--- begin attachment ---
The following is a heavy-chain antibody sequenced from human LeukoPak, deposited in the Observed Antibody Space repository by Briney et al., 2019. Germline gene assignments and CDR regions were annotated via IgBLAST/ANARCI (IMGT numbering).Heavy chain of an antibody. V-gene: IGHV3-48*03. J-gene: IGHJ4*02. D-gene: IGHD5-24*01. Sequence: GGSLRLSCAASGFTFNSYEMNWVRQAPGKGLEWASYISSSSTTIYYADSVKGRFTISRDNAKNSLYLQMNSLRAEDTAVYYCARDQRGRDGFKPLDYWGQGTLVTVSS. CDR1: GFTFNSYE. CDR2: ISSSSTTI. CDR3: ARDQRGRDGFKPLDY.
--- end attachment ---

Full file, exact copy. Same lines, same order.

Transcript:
The following is a heavy-chain antibody sequenced from human LeukoPak, deposited in the Observed Antibody Space repository by Briney et al., 2019. Germline gene assignments and CDR regions were annotated via IgBLAST/ANARCI (IMGT numbering).Heavy chain of an antibody. V-gene: IGHV3-48*03. J-gene: IGHJ4*02. D-gene: IGHD5-24*01. Sequence: GGSLRLSCAASGFTFNSYEMNWVRQAPGKGLEWASYISSSSTTIYYADSVKGRFTISRDNAKNSLYLQMNSLRAEDTAVYYCARDQRGRDGFKPLDYWGQGTLVTVSS. CDR1: GFTFNSYE. CDR2: ISSSSTTI. CDR3: ARDQRGRDGFKPLDY.